I’m involved in two properties. One is a older, less than ideal run property with a body corp that’s welded on, does little, and achieves much less than they think, and the other a new lux affair that I don’t even know the body corp as it’s run so well there is zero need to engage with them. Having slaved away both on and off the committee and been undercut by the old chooks on the older property I’m over it and them.

    The legislation says keep the joint well maintained so someone needs appointment to do just that, usually these are contracted out but often not to then be micromanaged by inexpert volunteers whose key role is to primarily administer decision making. And if you can’t get volounteers just pay up and get a professional to do it all. As  is, some members will slave away and some will contribute little other than pursue only their agenda or stop creating value or enjoyment for others. I no longer feel the obligation to contribute. Many don’t and it’s not legislated. If they want my opinion or action I’ll happily give it 110%, but if they don’t they will soon enough be met with adjudication. Life goes on with the less stress the better, as it should without being intruded upon by idiots.


    Thanks Jimmy. I gather any rules of the role would have to be in the form of by-laws to give them any muscle.

    Looking at them, I think the requirements of a committee as a whole would first need to be to set. For instance, given the legislation doesn’t demand any meetings be held, it’s easy not to miss too many when there are none. Previously I’ve served in years like that.

    I think that brings back the title of the original article, which was pointing to disengagement, not necessarily just money. If you run a closed shop, you can’t expect customers.

    We are over 80% investor, but I found with direct engagement many of them were very interested, but there was nothing to get involved in. Not even discussion.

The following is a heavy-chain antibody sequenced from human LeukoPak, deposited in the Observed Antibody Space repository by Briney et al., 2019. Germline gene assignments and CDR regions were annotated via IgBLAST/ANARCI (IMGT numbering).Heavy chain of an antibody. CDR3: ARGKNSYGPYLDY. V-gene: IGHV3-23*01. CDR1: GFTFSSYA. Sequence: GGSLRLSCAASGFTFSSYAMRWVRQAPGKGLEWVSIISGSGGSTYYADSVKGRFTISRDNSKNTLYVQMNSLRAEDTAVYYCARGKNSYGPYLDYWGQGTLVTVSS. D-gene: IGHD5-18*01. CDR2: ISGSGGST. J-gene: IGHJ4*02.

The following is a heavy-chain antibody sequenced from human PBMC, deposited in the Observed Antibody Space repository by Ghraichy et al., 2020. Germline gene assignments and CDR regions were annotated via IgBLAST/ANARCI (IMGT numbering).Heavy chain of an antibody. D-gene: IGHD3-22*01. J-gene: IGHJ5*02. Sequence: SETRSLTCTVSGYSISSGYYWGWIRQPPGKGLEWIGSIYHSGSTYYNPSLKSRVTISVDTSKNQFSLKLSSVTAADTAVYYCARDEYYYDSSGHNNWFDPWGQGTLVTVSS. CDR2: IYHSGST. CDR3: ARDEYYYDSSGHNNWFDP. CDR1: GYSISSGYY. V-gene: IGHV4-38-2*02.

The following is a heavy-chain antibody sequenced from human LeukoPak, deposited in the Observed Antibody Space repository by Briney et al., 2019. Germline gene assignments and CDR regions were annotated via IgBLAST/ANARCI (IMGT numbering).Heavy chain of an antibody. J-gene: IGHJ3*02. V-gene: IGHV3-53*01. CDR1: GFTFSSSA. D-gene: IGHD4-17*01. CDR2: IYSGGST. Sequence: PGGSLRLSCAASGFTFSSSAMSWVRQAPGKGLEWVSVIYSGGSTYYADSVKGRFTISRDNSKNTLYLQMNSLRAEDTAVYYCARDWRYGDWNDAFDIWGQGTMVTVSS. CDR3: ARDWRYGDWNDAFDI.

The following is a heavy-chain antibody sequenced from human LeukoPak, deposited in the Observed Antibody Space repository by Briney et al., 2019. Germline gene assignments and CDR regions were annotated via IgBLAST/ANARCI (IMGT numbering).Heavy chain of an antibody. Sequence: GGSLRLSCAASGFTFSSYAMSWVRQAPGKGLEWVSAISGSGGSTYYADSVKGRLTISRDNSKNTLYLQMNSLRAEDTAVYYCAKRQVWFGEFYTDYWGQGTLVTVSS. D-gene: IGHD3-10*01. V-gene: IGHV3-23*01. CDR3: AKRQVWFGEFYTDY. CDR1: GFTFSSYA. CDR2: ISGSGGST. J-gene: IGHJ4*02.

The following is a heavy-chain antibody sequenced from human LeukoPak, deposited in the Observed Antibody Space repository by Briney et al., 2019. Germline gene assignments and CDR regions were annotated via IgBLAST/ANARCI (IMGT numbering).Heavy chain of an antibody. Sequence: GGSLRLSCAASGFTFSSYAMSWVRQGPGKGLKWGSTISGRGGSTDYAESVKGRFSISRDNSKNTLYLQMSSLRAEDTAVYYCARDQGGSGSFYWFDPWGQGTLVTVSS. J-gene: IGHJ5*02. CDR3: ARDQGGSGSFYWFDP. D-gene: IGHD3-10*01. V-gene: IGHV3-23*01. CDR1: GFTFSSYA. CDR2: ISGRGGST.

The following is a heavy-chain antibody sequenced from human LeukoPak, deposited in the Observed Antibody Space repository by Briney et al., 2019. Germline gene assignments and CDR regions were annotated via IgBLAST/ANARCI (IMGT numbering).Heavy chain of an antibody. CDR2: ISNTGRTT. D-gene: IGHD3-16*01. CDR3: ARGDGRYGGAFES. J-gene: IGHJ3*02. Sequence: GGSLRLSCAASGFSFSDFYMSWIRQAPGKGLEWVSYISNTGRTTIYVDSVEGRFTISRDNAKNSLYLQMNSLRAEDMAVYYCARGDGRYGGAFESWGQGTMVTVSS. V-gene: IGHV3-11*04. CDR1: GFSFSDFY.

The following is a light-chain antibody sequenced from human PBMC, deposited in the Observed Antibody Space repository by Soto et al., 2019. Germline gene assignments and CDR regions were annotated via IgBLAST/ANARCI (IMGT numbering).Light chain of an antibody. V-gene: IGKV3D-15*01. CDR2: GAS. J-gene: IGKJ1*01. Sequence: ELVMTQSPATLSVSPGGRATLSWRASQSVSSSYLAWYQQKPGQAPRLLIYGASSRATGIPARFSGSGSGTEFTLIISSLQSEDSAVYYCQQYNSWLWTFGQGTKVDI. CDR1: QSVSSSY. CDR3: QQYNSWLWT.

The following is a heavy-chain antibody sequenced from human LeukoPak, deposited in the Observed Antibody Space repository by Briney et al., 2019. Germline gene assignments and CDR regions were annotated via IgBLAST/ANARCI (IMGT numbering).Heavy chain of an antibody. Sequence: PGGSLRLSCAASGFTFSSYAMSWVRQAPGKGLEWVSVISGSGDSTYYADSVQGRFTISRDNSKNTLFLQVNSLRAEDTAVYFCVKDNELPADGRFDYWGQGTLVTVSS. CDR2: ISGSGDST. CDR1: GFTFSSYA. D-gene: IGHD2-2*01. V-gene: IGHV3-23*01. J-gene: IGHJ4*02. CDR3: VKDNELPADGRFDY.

Out there in Investorland, there is talent. Although perhaps not having the time or inclination to be on a committee, some have become valuable consultants. Business owners, analysts, lawyers, engineers.

    Career investors have useful comparative knowledge. One of their buildings is run like this, another like that. This is good, that is bad. All is a help to us.

    Anyways, back to your point. That does seem to be an answer. Set the structure, then KPIs, now let’s talk money.  I have long thought about enshrining committee governance but not in any relation to payment.

    I’ll talk to the SM. There must be other OC’s who have brought their committees to a more professional level. That’s the most important thing to us – but in a way which doesn’t exclude those good folk who just want to help – we don’t want a cold board of directors scenario either. As you say, avoid extremes.


    I’m in favour of strata committee members being paid for their work provided that have:

    1. Completed a recognised course in strata committee management (with a refresher every two years)
    2. Attended a certain number of meetings every year (or not missed too many)
    3. Are never more than 14 days behind with their levies
    4. That the payments be on a scale set by Fair Trading based on the number of units in the scheme.
    5. That the payments approval be renewed by special resolution (75 per cent of those voting) at every AGM.

    I think that would allow those who are genuinely interested in the well-being of the building to be rewarded for their efforts, but make it easy to get rid of them when the payments, and staying in power to maintain them, become more important than the work.

    And let’s not kid ourselves, there is an element of self-satisfaction in doing the work, as well as an almost primal urge not to allow some newbie to come in and undo all the hard work we’ve put in for years.

    In this era of extremes, it’s sometimes hard to find balance, but that doesn’t mean we shouldn’t try.